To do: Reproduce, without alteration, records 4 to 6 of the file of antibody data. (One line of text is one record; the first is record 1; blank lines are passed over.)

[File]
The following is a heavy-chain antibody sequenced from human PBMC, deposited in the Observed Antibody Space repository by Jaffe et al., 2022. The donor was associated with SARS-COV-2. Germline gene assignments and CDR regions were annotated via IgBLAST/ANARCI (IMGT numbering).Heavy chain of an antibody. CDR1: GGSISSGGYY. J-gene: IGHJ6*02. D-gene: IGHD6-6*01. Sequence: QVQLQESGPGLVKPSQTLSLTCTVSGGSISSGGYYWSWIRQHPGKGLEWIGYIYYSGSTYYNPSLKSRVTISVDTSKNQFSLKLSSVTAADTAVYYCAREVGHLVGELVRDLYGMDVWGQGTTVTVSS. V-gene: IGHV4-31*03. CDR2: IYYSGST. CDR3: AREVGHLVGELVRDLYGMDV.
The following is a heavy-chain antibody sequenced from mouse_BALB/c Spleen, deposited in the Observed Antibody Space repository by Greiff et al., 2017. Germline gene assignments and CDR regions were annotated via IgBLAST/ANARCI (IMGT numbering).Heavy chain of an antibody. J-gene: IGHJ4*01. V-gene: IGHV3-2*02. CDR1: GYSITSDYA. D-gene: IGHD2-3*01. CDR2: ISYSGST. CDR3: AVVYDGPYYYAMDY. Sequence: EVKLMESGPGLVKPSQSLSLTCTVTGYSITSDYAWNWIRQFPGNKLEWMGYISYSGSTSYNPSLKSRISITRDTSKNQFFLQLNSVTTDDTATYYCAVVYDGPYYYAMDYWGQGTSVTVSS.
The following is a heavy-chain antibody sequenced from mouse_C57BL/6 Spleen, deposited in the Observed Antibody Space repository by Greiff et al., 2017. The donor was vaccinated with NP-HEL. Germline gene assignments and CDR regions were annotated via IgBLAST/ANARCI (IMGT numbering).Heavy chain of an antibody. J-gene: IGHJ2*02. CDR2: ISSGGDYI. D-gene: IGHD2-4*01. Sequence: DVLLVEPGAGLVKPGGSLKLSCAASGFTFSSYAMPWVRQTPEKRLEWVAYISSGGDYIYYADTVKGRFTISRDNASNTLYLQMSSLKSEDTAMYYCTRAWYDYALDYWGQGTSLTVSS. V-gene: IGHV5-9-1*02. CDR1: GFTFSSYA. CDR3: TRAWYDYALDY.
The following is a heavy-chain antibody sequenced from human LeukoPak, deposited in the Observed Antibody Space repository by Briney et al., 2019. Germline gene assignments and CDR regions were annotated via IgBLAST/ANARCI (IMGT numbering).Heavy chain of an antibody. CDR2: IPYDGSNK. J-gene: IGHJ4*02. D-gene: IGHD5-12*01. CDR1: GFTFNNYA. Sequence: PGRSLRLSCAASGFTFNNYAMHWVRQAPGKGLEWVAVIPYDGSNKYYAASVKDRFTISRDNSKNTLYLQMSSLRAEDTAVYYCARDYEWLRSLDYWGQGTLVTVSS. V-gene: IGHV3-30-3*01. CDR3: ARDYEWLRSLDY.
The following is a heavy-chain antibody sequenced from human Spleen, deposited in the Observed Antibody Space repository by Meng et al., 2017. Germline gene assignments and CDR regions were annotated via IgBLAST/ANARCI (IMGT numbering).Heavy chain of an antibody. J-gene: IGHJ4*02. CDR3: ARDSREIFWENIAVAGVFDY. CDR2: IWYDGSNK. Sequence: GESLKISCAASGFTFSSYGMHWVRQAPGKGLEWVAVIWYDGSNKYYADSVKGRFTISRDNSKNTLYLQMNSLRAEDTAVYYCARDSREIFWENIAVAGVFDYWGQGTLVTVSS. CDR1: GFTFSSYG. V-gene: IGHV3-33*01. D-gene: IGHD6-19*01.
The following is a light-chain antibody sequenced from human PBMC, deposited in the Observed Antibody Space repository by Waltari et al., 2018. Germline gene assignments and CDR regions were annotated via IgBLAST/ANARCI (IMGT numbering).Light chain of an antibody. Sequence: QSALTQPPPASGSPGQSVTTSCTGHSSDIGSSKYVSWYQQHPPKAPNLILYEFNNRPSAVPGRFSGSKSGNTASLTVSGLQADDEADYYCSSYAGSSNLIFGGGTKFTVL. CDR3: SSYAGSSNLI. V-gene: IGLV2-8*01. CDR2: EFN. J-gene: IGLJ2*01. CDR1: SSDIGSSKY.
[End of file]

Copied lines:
The following is a heavy-chain antibody sequenced from human LeukoPak, deposited in the Observed Antibody Space repository by Briney et al., 2019. Germline gene assignments and CDR regions were annotated via IgBLAST/ANARCI (IMGT numbering).Heavy chain of an antibody. CDR2: IPYDGSNK. J-gene: IGHJ4*02. D-gene: IGHD5-12*01. CDR1: GFTFNNYA. Sequence: PGRSLRLSCAASGFTFNNYAMHWVRQAPGKGLEWVAVIPYDGSNKYYAASVKDRFTISRDNSKNTLYLQMSSLRAEDTAVYYCARDYEWLRSLDYWGQGTLVTVSS. V-gene: IGHV3-30-3*01. CDR3: ARDYEWLRSLDY.
The following is a heavy-chain antibody sequenced from human Spleen, deposited in the Observed Antibody Space repository by Meng et al., 2017. Germline gene assignments and CDR regions were annotated via IgBLAST/ANARCI (IMGT numbering).Heavy chain of an antibody. J-gene: IGHJ4*02. CDR3: ARDSREIFWENIAVAGVFDY. CDR2: IWYDGSNK. Sequence: GESLKISCAASGFTFSSYGMHWVRQAPGKGLEWVAVIWYDGSNKYYADSVKGRFTISRDNSKNTLYLQMNSLRAEDTAVYYCARDSREIFWENIAVAGVFDYWGQGTLVTVSS. CDR1: GFTFSSYG. V-gene: IGHV3-33*01. D-gene: IGHD6-19*01.
The following is a light-chain antibody sequenced from human PBMC, deposited in the Observed Antibody Space repository by Waltari et al., 2018. Germline gene assignments and CDR regions were annotated via IgBLAST/ANARCI (IMGT numbering).Light chain of an antibody. Sequence: QSALTQPPPASGSPGQSVTTSCTGHSSDIGSSKYVSWYQQHPPKAPNLILYEFNNRPSAVPGRFSGSKSGNTASLTVSGLQADDEADYYCSSYAGSSNLIFGGGTKFTVL. CDR3: SSYAGSSNLI. V-gene: IGLV2-8*01. CDR2: EFN. J-gene: IGLJ2*01. CDR1: SSDIGSSKY.